A court should first consider whether reunification is safe and beneficial for the child. The child’s therapist will often be the best person for the court to hear from. Consider the extent of any trauma the father caused the child. Is the father causing more harm than good? Is it safe for the child to engage in reunification? Courts have been told constantly that children need both parents in their lives. The research to support this is based on two safe and loving parents.
In many cases it will make sense to try for reunification. ACE tells us that courts have the power to force visitation, but cannot remove the fear and stress abusers cause. Forced visitation pushes the fear and stress deeper inside the child where it will inevitably come out in more harmful ways. I have seen many cases in which the court places all of the burden for reunification on the mother and child. This is a mistake. If the father was always a loving and supportive parent and the mother told the child negative things about the father, the likely result would be to harm the relationship with the mother. In most of these cases the father has made mistakes that contributed to or caused the bad relationship. Approaches that allow the father to demand the child change and make no effort to improve himself and the relationship with the child make reunification much harder and is a process harmful to children. ADT, which seeks to hide the father’s abuse and blame the mother encourages reunification practices that are designed to fail and keep blaming the mother and child.
ADT has gushed its poison into the custody courts since the 1980s. Judges, lawyers and evaluators have spent their entire careers hearing and using the bogus practices that make it harder to recognize domestic violence and child abuse. The superior financial resources of abusive fathers means that the voices of those promoting unscientific alienation theories are much louder and frequent. Mothers are often pressured not to raise abuse issues which denies courts information they need to protect children. The cottage industry serves as a strong lobby to maintain flawed practices and block needed reforms. It is truly outrageous that peer-reviewed scientific research from the most credible sources is rarely used and unscientific ADT that was deliberately designed to help abusive fathers continues to have much more influence in the courts.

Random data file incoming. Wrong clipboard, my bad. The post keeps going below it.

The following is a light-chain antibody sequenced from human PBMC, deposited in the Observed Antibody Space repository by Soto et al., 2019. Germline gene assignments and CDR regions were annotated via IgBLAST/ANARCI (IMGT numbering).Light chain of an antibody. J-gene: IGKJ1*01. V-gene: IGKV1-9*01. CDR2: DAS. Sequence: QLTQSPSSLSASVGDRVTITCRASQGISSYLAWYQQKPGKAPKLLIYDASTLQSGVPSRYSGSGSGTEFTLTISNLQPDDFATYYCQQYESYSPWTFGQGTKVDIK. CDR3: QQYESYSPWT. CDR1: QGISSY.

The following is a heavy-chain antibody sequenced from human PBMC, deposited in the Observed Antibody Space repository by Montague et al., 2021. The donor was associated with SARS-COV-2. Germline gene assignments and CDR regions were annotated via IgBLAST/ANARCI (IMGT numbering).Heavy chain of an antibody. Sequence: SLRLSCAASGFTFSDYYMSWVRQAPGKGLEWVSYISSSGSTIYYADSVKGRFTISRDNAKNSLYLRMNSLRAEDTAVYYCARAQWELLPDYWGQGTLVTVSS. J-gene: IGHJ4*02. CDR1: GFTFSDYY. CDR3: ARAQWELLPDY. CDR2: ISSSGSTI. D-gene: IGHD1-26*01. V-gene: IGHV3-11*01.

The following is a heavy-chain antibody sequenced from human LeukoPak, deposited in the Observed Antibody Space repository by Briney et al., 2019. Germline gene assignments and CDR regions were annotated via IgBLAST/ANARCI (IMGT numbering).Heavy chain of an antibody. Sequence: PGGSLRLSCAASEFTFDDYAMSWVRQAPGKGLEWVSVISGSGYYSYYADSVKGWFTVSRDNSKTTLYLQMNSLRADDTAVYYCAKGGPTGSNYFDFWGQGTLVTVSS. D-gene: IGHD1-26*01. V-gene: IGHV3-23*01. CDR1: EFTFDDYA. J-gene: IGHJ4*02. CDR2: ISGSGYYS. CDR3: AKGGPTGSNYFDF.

Contested custody cases are often the last chance to save children from the awful consequences from exposure to adverse childhood experiences. ACE tells us the courts should focus on reducing the fear and stress that cause so much harm to children. This requires using the specialized research and expertise about domestic violence and child abuse in order to protect children. ADT has been pushing courts in the wrong direction for more than a generation. This is why 58,000 children are sent for custody or unprotected visitation every year. In the last 13 years, the Center for Judicial Excellence found over 800 of these children were murdered mostly by abusive fathers. In many of the cases courts influenced by ADT had found the murderers to be safe. It is time courts create a priority to err on the side of protecting children and actively work to avoid being distracted by unscientific alienation tactics.
Barry Goldstein is a domestic violence author, speaker, advocate and expert witness. He is the author of six books concerning domestic violence and child custody. Barry is the author of the Safe Child Act which is a comprehensive plan based on current scientific research that can fix the broken court system and make family courts safe for children.